San Francisco. The iPhones of at least 11 US State Department employees have been compromised by a hacker who used advanced Pegasus spyware, developed by Israel-based NSO Group, according to four sources.
Two sources said the attacks in recent months had targeted Ugandan officials or had targeted cases related to the east African country.
The breaches represent the most widespread known attack on US officials via NSO technology.
Apple, the maker of iPhones, has started alerting users whose phones have been hacked by spyware.
NSO Group said in a statement that it had no indication that its tools had been used, but that it had canceled the accounts involved and said it would conduct an investigation.
A spokesperson for NSO said the company “will cooperate with any relevant government authority and will provide the information that we will have.”
NSO has long said that it sells its products only to intelligence clients and government agencies, helps them monitor security threats, and is not directly involved in surveillance operations.
A State Department spokesperson declined to comment on the breaches, but noted the Commerce Department’s recent decision to put the Israeli company on its Entity List, making it difficult for American companies to deal with it.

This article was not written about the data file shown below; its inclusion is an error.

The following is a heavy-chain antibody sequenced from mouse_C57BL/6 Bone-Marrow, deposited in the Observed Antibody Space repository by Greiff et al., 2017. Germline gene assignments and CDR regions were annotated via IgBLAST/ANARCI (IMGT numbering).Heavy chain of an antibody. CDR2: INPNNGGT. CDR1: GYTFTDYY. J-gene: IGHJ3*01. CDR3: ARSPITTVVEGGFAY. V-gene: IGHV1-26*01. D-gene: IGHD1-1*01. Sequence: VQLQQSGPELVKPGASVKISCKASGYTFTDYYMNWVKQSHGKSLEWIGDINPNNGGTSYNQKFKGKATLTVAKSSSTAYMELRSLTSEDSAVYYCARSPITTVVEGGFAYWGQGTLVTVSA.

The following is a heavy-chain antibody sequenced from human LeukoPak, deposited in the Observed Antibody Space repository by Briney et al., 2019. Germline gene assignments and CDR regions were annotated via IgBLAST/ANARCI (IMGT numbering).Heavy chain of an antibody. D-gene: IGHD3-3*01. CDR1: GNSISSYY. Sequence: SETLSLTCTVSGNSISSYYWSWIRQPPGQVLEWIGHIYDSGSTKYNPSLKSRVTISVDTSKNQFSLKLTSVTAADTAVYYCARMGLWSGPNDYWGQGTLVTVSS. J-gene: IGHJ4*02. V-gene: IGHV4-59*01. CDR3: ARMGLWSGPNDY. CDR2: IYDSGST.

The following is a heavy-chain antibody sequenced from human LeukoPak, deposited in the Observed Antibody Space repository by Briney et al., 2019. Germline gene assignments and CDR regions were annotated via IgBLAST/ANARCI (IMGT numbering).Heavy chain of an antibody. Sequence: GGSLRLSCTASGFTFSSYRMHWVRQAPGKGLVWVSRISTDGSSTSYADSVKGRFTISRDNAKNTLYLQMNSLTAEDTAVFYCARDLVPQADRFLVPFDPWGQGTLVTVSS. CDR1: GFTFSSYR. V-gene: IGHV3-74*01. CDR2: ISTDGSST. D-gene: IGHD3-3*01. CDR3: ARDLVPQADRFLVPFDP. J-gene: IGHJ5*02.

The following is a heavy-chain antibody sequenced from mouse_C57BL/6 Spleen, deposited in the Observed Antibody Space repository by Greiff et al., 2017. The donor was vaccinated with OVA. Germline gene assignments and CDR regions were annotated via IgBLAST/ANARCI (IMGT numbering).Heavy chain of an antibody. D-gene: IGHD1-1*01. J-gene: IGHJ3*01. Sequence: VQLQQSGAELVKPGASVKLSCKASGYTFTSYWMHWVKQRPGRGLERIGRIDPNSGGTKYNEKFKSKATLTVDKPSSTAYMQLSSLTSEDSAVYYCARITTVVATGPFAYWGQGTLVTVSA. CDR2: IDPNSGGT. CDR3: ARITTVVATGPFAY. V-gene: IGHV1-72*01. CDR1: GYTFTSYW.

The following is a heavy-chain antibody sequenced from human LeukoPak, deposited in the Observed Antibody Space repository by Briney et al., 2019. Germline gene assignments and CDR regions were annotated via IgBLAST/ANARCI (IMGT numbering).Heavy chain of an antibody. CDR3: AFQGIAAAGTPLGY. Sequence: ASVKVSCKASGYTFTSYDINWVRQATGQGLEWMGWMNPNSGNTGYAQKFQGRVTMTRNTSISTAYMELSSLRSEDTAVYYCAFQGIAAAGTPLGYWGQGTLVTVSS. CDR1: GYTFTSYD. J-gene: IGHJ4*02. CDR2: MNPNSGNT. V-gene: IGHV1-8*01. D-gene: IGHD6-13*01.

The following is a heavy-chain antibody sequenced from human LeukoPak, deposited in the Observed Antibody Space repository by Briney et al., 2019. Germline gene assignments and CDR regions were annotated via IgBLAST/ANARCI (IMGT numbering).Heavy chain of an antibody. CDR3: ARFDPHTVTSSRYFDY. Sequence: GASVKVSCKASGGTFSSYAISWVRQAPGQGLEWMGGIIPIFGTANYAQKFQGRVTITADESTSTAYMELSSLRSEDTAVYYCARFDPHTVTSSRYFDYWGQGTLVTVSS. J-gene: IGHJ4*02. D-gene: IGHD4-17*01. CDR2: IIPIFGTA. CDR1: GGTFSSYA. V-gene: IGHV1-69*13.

The NSO Group and another spyware company were added to the list of entities on the grounds that they developed and provided spyware to foreign governments that used this tool to maliciously target government officials, journalists, businessmen, activists, academics and embassy personnel. The Commerce Department said last month.
NSO software captures encrypted messages, photos and other sensitive information from infected phones, and turns them into recording devices to monitor surrounding areas, according to product manuals.
This program has been at the center of controversy this year after reports alleged it was used to spy on activists, journalists and politicians.
Concern about Pegasus increased after Apple revealed in September that it had fixed a flaw that allowed spyware to infect devices without users clicking on a malicious link or message.
Smartphones infected with the Pegasus device allow the hacker to read the victim’s messages, look at their photos, track their location, and even turn on their camera without their knowledge.
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